Figure 6b shows an example of interpolation of the activation curve of the A channel of a thalamic relay neuron as measured by McCormick and Huguenard^{45}. We used \(n=9\) differential pairs to interpolate this activation curve (open dots) to excellent accuracy (solid red line). The summations of the first 3, 6 and 8 currents \({I}_{i}\) are also shown (dashed lines). Our SSN circuit thus replaces the static activation circuit of Fig. 1a with the interpolation circuit of Fig. 6a. Correspondingly, we replaced the fixed activation slope \(\beta\) with \({\beta }_{\gamma }\) in the SSN model (Supplementary Fig. 9). The source currents \({I}_{g\gamma ,i}\) of the interpolating circuit satisfy the sum rule \({I}_{g\gamma }={\sum }_{i=1}^{n}{I}_{g\gamma ,i}\).
Similarly, the width of the voltagedependent kinetics \({\beta }_{\tau \gamma }\) is made to vary by superposing the currents of \(n\) bellshaped generating circuits (Fig. 6c, Supplementary Fig. 10), which peak at thresholds \({V}_{t\gamma ,i}\) spanning a range of voltages and source currents \({I}_{T\gamma ,i}\). A bellshaped current of given width at halfmaximum is synthesized as:
Figure 6d shows the voltagedependent inactivation kinetics of the HCN current (open dots) measured by Huguenard and McCormick^{45} in a thalamic relay neuron. This dependence is fitted (full red line) by summing \(n=9\) bellshaped current curves (dashed lines). The bellshaped generating circuit in Fig. 1a is to be replaced with Fig. 6c.
SSN model
The equation of motion of the SSN model may now be written out by replacing \(\beta\) with the interpolated \({\beta }_{\gamma }\) in Eq. (6) and \(\beta\) with \({\beta }_{\tau \gamma }\) in the denominator of Eq. (5). The rate of change of the membrane voltage is obtained from Kirchhoff’s current and voltage laws applied to the electrical equivalent circuit of the neuron membrane (Fig. 1b). A SSN incorporating Na, K and leak channels (\(D=4\)) has the following equations:
where \(\theta ()\) is the Heaviside step function. Because the rate of change of gate variables in Eq. (5) depends on \({C}_{\gamma }\) and \({I}_{\tau \gamma }\), one defines the ratios \({\tilde{I}}_{\tau \gamma }={I}_{\tau \gamma }/{C}_{\gamma }\), \(\gamma \in \left\{m,h,n\right\}\). For a VLSI designer, this has the advantage that capacitances may be made as small as convenient provided that the source current is decreased accordingly. A typical gate recovery time of 0.1–100 ms would be implemented in the solidstate with a source current of \({I}_{\tau \gamma }=0.26\! \!\! 260\) pA and a capacitance of \({C}_{\gamma }=1\) pF. It follows that the NaKL SSN model has 22 independent parameters: \({I}_{g{\mathrm{L}}}\), \({I}_{g\gamma }\), \({\tilde{I}}_{\tau \gamma }\), \({\tilde{I}}_{T\gamma }\), \({\beta }_{\mathrm{L}}\), \({\beta }_{\gamma }\), \({\beta }_{\tau \gamma }\), \({E}_{\mathrm{L}}\), \({V}_{t\gamma }\) for \(\gamma \in \left\{m,h,n\right\}\). We have introduced parameter \({I}_{\mathrm{dark}}\) to account for the leakage current of subthreshold circuits in the OFF state. This current (\(\approx10\) pA) is generally small compared to ionic currents. We also introduced the scaling parameter \(\alpha\) to amplify the current injection protocol as the membrane voltage was rescaled from the biological range [−100, +45 mV] to [0, \({V}_{dd}\)] where \({V}_{dd}=1.8\) V. This parameter also accounts for the surface area of the neuron which receives the injection current.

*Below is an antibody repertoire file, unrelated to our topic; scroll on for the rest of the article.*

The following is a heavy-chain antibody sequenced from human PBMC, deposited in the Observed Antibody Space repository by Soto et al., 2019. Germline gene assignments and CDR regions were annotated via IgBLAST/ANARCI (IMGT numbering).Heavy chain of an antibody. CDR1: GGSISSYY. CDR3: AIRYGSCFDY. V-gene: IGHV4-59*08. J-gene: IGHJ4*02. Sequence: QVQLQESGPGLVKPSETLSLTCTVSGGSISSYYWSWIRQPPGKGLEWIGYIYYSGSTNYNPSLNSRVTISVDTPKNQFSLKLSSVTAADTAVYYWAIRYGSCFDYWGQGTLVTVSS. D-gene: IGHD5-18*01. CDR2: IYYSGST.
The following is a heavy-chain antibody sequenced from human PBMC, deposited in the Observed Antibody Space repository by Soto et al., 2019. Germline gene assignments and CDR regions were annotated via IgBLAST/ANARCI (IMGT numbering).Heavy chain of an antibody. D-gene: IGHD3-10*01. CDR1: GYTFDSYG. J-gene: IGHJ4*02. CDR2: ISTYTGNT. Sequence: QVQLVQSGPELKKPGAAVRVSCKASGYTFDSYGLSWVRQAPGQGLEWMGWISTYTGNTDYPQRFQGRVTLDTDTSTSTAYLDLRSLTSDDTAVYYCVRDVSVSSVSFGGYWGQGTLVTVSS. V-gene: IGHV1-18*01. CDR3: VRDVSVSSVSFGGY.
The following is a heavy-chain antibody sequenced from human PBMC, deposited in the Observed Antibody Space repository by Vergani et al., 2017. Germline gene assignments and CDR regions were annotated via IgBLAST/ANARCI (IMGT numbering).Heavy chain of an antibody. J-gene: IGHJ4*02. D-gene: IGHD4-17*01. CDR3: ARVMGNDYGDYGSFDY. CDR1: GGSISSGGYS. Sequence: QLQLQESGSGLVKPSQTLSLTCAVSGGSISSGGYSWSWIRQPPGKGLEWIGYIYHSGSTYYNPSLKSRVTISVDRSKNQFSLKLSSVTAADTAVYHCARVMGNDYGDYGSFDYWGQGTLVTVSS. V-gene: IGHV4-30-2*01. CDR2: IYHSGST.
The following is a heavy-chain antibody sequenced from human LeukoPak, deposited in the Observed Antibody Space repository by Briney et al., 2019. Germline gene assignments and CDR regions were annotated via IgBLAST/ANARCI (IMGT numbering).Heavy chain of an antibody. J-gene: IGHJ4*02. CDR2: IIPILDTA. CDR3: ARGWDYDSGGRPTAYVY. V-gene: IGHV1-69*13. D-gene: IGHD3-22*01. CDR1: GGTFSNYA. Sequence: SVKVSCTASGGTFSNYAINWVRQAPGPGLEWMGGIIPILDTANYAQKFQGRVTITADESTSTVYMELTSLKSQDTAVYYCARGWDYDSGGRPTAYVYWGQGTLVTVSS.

The NaKL SSN model presents obvious similarities with the HH conductance model^{1}:
The main difference between both models is the order in which delay and threshold are applied to the membrane voltage as this order is inverted. Additional ionic currents \(({I}_{m}{I}_{h})\ \theta ({I}_{m}{I}_{h})\) may be inserted in Eq. (10) in the same way as the \({g}_{\alpha }{m}^{a}{h}^{b}\left({E}_{\alpha }V\right)\) in Eq. (11) together with the corresponding rate equations for gate variables. This versatility in principle allows modelling the most complex neurons. A universal model incorporating all the ion channels of Table 2 may be built without a priori knowledge about biology since absent ion channels would be assigned a null current by the assimilation filter^{35,37}.
From the mathematical viewpoint of model optimization, both the SSN equations (Eq. (10)) and the HH equations (Eq. (11)) are approximations of the exact equations of a biological neuron that are unknown. The SSN and HH equations are, however, sufficiently close to the true equations of a biological neuron for excellent predictions to be made. Because of formal differences in the HH and SSN systems of equations, completed SSN and HH model of the same biological neuron will have different parameters. The advantage of the SSN model over the HH model, however, is that its equations are identical to those of the hardware. Therefore, the parameters of completed SSN models will be the only ones that can be used to directly configure the hardware and make it behave exactly like the biological neuron as we will show below.